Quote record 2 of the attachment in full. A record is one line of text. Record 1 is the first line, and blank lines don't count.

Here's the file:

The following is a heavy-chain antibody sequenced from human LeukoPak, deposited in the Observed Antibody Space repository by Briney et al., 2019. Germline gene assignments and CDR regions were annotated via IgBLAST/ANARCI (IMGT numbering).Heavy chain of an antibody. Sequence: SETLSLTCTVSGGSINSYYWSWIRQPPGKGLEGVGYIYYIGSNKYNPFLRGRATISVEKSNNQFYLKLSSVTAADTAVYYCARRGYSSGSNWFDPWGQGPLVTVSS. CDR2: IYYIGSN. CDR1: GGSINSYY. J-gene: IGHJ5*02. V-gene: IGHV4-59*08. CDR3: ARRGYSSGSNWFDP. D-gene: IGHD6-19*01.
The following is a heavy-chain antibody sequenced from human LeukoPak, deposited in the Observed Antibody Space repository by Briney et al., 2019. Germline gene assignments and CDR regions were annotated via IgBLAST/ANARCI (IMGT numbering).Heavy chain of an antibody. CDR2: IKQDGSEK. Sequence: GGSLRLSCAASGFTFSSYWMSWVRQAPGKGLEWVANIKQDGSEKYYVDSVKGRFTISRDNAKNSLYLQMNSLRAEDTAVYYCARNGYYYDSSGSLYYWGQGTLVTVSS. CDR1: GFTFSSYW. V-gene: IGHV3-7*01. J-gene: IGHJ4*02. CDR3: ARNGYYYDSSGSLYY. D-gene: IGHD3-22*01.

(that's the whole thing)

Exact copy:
The following is a heavy-chain antibody sequenced from human LeukoPak, deposited in the Observed Antibody Space repository by Briney et al., 2019. Germline gene assignments and CDR regions were annotated via IgBLAST/ANARCI (IMGT numbering).Heavy chain of an antibody. CDR2: IKQDGSEK. Sequence: GGSLRLSCAASGFTFSSYWMSWVRQAPGKGLEWVANIKQDGSEKYYVDSVKGRFTISRDNAKNSLYLQMNSLRAEDTAVYYCARNGYYYDSSGSLYYWGQGTLVTVSS. CDR1: GFTFSSYW. V-gene: IGHV3-7*01. J-gene: IGHJ4*02. CDR3: ARNGYYYDSSGSLYY. D-gene: IGHD3-22*01.